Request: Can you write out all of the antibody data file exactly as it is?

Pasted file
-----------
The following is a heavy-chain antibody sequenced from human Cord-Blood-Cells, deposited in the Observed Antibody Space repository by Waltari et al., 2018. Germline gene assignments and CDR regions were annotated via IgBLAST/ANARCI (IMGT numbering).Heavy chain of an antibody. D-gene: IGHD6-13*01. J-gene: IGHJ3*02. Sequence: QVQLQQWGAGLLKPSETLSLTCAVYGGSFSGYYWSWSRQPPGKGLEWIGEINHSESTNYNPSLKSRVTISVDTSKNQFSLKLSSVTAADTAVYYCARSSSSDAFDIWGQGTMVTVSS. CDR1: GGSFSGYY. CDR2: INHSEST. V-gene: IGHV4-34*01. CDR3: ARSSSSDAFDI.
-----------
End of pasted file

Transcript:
The following is a heavy-chain antibody sequenced from human Cord-Blood-Cells, deposited in the Observed Antibody Space repository by Waltari et al., 2018. Germline gene assignments and CDR regions were annotated via IgBLAST/ANARCI (IMGT numbering).Heavy chain of an antibody. D-gene: IGHD6-13*01. J-gene: IGHJ3*02. Sequence: QVQLQQWGAGLLKPSETLSLTCAVYGGSFSGYYWSWSRQPPGKGLEWIGEINHSESTNYNPSLKSRVTISVDTSKNQFSLKLSSVTAADTAVYYCARSSSSDAFDIWGQGTMVTVSS. CDR1: GGSFSGYY. CDR2: INHSEST. V-gene: IGHV4-34*01. CDR3: ARSSSSDAFDI.